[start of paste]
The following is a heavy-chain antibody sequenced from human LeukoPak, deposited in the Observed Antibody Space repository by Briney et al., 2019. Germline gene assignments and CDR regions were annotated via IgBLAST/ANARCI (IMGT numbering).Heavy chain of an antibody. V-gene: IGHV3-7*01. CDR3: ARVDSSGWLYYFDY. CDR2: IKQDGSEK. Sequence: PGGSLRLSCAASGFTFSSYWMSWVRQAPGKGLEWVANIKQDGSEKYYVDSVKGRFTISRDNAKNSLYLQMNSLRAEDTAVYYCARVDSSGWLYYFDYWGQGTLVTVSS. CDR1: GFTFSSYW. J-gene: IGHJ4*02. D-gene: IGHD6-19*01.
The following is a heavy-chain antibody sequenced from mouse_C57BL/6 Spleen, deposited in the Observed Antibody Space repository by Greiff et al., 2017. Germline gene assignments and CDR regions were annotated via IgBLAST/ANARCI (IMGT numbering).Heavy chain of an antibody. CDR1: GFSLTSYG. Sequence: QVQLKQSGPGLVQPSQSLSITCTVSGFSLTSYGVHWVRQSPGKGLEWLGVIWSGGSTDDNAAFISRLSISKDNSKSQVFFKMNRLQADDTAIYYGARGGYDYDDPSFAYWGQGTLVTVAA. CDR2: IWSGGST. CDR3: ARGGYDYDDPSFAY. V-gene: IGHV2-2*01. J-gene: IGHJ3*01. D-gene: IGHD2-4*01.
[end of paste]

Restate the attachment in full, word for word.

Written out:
The following is a heavy-chain antibody sequenced from human LeukoPak, deposited in the Observed Antibody Space repository by Briney et al., 2019. Germline gene assignments and CDR regions were annotated via IgBLAST/ANARCI (IMGT numbering).Heavy chain of an antibody. V-gene: IGHV3-7*01. CDR3: ARVDSSGWLYYFDY. CDR2: IKQDGSEK. Sequence: PGGSLRLSCAASGFTFSSYWMSWVRQAPGKGLEWVANIKQDGSEKYYVDSVKGRFTISRDNAKNSLYLQMNSLRAEDTAVYYCARVDSSGWLYYFDYWGQGTLVTVSS. CDR1: GFTFSSYW. J-gene: IGHJ4*02. D-gene: IGHD6-19*01.
The following is a heavy-chain antibody sequenced from mouse_C57BL/6 Spleen, deposited in the Observed Antibody Space repository by Greiff et al., 2017. Germline gene assignments and CDR regions were annotated via IgBLAST/ANARCI (IMGT numbering).Heavy chain of an antibody. CDR1: GFSLTSYG. Sequence: QVQLKQSGPGLVQPSQSLSITCTVSGFSLTSYGVHWVRQSPGKGLEWLGVIWSGGSTDDNAAFISRLSISKDNSKSQVFFKMNRLQADDTAIYYGARGGYDYDDPSFAYWGQGTLVTVAA. CDR2: IWSGGST. CDR3: ARGGYDYDDPSFAY. V-gene: IGHV2-2*01. J-gene: IGHJ3*01. D-gene: IGHD2-4*01.